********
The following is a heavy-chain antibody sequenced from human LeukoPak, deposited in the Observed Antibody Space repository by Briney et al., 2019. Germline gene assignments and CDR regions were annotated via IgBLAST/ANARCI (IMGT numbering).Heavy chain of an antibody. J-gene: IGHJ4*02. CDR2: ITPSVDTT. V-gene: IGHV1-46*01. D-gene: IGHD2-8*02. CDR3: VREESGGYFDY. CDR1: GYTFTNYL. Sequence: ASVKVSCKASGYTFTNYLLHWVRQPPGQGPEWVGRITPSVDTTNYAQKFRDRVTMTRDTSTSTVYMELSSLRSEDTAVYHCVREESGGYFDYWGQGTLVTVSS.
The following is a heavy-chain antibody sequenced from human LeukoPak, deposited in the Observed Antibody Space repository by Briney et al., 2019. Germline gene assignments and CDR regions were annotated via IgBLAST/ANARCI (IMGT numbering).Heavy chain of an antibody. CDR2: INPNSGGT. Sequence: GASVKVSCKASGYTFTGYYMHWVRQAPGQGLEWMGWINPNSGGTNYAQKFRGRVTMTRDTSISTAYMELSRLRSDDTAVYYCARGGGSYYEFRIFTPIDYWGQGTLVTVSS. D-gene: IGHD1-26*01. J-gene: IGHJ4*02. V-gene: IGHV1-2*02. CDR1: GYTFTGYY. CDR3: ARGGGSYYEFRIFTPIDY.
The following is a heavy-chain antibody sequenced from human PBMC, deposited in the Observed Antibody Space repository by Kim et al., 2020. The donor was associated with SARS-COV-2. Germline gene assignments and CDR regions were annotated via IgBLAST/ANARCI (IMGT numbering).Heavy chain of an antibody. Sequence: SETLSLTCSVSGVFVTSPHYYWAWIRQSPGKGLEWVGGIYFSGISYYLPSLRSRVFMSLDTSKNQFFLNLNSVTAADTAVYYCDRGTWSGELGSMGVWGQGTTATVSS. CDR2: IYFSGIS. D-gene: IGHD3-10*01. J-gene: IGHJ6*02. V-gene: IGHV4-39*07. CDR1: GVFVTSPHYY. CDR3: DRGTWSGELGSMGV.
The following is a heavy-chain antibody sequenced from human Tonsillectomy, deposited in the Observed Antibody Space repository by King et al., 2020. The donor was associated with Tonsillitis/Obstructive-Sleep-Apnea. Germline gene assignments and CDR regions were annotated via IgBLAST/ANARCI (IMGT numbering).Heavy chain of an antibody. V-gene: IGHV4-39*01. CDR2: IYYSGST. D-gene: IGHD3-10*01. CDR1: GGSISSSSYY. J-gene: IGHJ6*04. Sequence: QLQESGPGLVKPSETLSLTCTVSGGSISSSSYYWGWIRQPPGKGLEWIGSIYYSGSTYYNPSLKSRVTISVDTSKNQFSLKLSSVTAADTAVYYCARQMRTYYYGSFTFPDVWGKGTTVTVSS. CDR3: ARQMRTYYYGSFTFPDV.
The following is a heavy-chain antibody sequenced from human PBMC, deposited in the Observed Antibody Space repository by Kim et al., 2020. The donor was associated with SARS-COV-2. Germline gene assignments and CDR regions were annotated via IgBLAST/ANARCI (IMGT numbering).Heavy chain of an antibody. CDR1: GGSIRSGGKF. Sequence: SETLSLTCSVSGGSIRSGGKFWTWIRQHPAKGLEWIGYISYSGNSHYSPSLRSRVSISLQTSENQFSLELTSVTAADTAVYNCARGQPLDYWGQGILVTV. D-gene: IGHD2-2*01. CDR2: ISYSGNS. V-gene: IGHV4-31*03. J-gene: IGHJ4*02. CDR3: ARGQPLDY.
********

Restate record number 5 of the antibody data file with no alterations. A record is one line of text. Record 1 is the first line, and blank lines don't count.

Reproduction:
The following is a heavy-chain antibody sequenced from human PBMC, deposited in the Observed Antibody Space repository by Kim et al., 2020. The donor was associated with SARS-COV-2. Germline gene assignments and CDR regions were annotated via IgBLAST/ANARCI (IMGT numbering).Heavy chain of an antibody. CDR1: GGSIRSGGKF. Sequence: SETLSLTCSVSGGSIRSGGKFWTWIRQHPAKGLEWIGYISYSGNSHYSPSLRSRVSISLQTSENQFSLELTSVTAADTAVYNCARGQPLDYWGQGILVTV. D-gene: IGHD2-2*01. CDR2: ISYSGNS. V-gene: IGHV4-31*03. J-gene: IGHJ4*02. CDR3: ARGQPLDY.